'Deathly Hallows'
'Deathly Hallows'

Review: 'Deathly Hallows: Part 1' an inconclusive triumph

Published November 18, 2010 at 11:15 PM
by Jeremy
from HPANA

Harry Potter and the Deathly Hallows: Part 1 arrives in a whirlwind of hype and expectation. Does the latest installment measure up? This reporter gives you his answer. Minimal spoilers!

Harry Potter and the Deathly Hallows: Part 1 marks the beginning of the end for this storied franchise, and it is clear that the stakes are as deadly as they are real.

This seventh installment in the record-breaking film series sees David Yates returning as the helmer, also becoming the longest-running Potter director; it's clear he's learning with each film. The movie starts with Yates affectively illustrating the effects the looming wizarding war will cause these characters we love so much. It is bottled up tension, and Yates and oscar-nominated cinematographer Eduardo Cerra command it with deliberate despair; it is moody (no pun intended) to a point not reached in previous Potter films.

The dark tonality to the movie is ever-present, but to a different effect. With Half-Blood Prince we saw a distinctive tone to the palate of the screen, setting the mood in a literal way. Yates makes sure we are fully aware to the absence of Hogwarts, constructing beautifully bleak nature shots, commanding the British country-side with a Peter Jackson-like skill. The whimsy and playfulness is lost from the film, replaced with perpetual scenes of strife and sadness; the point hammered home with an almost uncomfortably intimidating style. Handheld techniques are employed in a way that would make Prisoner of Azkaban helmer Alfonzo Cuaron proud. As the cinematography is toned down with a background beauty and skill, so is Alexandre Desplat's score. It is the best in the series, and gorgeously captures the tone and mood of the film, staying away from the grand, epic bombastic pieces familiar to many such stories; the score represents a quiet brilliance.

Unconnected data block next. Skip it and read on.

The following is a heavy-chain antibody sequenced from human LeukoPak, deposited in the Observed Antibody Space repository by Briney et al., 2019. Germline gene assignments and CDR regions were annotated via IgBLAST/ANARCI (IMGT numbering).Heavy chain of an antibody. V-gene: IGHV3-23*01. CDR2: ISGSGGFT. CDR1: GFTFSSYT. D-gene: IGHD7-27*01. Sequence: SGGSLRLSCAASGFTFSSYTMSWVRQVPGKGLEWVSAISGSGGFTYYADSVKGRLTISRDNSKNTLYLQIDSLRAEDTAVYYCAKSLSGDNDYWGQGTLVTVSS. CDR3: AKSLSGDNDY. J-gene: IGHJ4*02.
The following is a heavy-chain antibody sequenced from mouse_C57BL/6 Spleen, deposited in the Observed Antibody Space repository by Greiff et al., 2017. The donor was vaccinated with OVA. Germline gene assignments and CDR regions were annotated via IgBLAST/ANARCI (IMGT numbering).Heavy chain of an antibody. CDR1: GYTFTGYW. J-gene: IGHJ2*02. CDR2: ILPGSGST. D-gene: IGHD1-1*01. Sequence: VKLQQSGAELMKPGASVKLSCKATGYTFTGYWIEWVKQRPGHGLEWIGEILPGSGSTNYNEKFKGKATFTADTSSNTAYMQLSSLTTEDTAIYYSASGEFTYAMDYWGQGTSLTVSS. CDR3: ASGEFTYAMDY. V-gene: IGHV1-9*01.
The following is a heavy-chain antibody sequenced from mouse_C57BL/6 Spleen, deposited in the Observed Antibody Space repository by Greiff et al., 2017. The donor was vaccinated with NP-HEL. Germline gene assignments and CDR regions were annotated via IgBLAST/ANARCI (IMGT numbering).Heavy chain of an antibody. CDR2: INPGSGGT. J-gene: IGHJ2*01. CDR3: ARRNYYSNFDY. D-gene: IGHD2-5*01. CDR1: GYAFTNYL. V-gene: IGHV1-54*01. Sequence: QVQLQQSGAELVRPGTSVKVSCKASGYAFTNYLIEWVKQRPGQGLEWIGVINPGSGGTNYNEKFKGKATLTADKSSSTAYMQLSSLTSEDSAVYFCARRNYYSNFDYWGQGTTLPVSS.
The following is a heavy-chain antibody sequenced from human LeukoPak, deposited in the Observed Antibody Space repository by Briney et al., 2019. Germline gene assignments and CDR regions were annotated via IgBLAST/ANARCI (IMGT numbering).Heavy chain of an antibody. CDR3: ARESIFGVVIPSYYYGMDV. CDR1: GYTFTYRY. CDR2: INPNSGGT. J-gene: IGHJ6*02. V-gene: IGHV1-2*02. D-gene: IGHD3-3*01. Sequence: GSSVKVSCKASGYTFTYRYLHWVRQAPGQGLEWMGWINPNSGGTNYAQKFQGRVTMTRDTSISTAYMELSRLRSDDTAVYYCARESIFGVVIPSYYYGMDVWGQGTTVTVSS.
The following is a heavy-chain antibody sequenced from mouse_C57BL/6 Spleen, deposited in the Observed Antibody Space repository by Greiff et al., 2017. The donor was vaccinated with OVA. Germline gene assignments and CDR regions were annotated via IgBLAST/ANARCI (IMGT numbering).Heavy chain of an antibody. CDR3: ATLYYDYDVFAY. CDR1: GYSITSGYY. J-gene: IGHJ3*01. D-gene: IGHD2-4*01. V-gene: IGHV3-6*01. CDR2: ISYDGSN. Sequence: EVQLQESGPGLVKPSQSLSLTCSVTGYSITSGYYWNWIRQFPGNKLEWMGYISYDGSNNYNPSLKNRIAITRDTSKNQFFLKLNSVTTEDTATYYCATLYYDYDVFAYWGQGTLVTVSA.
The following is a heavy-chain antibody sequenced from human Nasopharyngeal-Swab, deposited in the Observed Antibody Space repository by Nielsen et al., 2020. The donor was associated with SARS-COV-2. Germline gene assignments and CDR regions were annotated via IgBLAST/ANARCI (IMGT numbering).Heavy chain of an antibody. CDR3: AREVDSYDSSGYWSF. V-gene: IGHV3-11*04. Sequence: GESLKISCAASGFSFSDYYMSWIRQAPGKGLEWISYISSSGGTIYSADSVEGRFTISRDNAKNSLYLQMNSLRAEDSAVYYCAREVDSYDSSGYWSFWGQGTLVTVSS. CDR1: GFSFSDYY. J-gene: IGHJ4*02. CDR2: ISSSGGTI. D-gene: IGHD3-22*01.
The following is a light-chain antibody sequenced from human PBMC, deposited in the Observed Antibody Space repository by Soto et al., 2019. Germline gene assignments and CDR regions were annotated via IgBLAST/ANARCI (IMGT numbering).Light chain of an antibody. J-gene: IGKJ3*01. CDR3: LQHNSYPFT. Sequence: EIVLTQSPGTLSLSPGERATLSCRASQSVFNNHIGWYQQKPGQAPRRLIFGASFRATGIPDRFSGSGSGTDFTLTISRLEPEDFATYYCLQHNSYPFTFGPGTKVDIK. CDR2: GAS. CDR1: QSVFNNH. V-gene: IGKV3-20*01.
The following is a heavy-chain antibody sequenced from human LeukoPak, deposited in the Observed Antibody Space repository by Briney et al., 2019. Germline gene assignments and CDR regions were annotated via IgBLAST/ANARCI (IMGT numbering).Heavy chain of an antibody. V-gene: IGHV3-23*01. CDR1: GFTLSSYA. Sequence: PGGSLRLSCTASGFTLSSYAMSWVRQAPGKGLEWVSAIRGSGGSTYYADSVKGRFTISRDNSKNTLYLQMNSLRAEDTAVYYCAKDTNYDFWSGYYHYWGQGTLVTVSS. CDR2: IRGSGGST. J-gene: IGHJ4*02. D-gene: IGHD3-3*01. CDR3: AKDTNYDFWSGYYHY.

Ron (Rupert Grint) and Hermione (Emma Watson) are there to help Harry (Daniel Radcliffe) carry the burden, as they flee to the countryside in search of Lord Voldemort's (Ralph Fiennes) horcruxes. The strain shows, with the trio having the most raw, human encounters we've seen, the result is the most range the actors have shown. This is their film; it is a deeply affecting human study on the emotions, with these young stars carrying the weight with startling grace and brilliance.

This film is clearly a build-up to a finale, it moves within a grim, stifling atmosphere, we're flung headlong into a humanistic Potter world for the first time, it can be startling for the viewer, but we feel the shock that these characters are dealing with, intermingled into the character scenes and exposition are brilliantly constructed action sequences, often reaching a point of nerve-wracking tension hard to come by. These quickly move aside for brooding and emotion within the characters, following the trio and Lord Voldemort’s quest into an interwoven storyline that crams so much plot into 146 minutes that there isn't any room for fluff.

Deathly Hallows: Part 1 is at once a gritty, dark, emotional and bleak, if not inconclusive set up to the sure-to-be epic awaiting us July 15, 2011.

Rating: 9 out of 10 stars

Harry Potter and the Deathly Hallows: Part 2 hits theatres July 15, 2011.

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